The current legal framework derives from a series of historical conjunctures rather than rational design. Complete immunity was what the unions wanted a hundred years ago to keep hostile judges out of their affairs, but hedged around with so many conditions and sanctions as it has become, it is now a vehicle of dubious value. However, it is unrealistic to expect a Labour government simply to repeal all those conditions as some of them, in particular the requirement to ballot all individual workers before industrial action, should have been introduced by Labour with union support. Recognition of this might then allow a re-examination of the over-complex and sanction-threatening nature of the current balloting regulations, with a view to returning responsibility for such matters to the unions themselves under a new enabling Balloting Act and quasi-legal Code of Practice.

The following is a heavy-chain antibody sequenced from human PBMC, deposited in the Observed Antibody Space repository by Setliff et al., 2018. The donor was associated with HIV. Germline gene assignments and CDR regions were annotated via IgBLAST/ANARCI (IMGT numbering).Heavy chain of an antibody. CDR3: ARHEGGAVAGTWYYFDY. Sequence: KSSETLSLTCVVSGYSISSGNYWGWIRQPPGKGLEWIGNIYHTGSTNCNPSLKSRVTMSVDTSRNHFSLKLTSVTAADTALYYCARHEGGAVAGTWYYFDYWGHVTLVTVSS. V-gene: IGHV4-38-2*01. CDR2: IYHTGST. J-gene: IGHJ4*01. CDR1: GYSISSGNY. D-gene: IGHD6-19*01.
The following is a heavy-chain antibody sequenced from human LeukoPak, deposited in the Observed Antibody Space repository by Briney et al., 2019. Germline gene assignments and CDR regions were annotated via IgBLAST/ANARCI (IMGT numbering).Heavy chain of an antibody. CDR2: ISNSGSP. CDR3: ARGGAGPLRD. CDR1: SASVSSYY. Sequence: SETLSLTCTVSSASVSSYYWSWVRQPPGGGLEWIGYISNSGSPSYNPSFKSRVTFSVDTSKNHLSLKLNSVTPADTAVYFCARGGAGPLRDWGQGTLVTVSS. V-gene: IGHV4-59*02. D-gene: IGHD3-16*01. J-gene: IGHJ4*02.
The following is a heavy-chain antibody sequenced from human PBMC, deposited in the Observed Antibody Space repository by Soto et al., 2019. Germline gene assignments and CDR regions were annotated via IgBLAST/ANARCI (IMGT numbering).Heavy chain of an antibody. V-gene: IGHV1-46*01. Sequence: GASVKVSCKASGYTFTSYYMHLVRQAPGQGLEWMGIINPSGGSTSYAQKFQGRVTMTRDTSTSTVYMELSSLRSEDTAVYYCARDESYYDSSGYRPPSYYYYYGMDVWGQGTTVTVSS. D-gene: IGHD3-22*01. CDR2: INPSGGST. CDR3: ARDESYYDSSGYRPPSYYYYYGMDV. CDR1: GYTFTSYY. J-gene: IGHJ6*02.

Alternatively, it might be time to consider whether the nineteenth-century form of blanket immunity should be abandoned as the basis for trade-union law and replaced by a more straightforward legal status. The vast growth of legislation covering workplace terms and conditions in the last thirty or so years also begs the question whether it is not time to make collective agreements directly enforceable, a move which might lay the ground for strengthening the unions' role in regulating such matters at the workplace. This could be done as part of a new written constitutional settlement, to which all parties and unions could subscribe, giving trade unions a clear set of positive rights and responsibilities to their members, aligned with best EU and ILO standards. If such a new settlement could be achieved, all the current legislation could be repealed and the slate wiped clean. It would be replaced by a fairer, more balanced and simplified system of industrial-relations law and a fairer legal framework for union government, restoring trade-union autonomy while safeguarding individual members' and minority groups' rights. To achieve this would be a major task involving judicial as well as parliamentary consideration and so could best be started by setting up a new Royal Commission on the subject.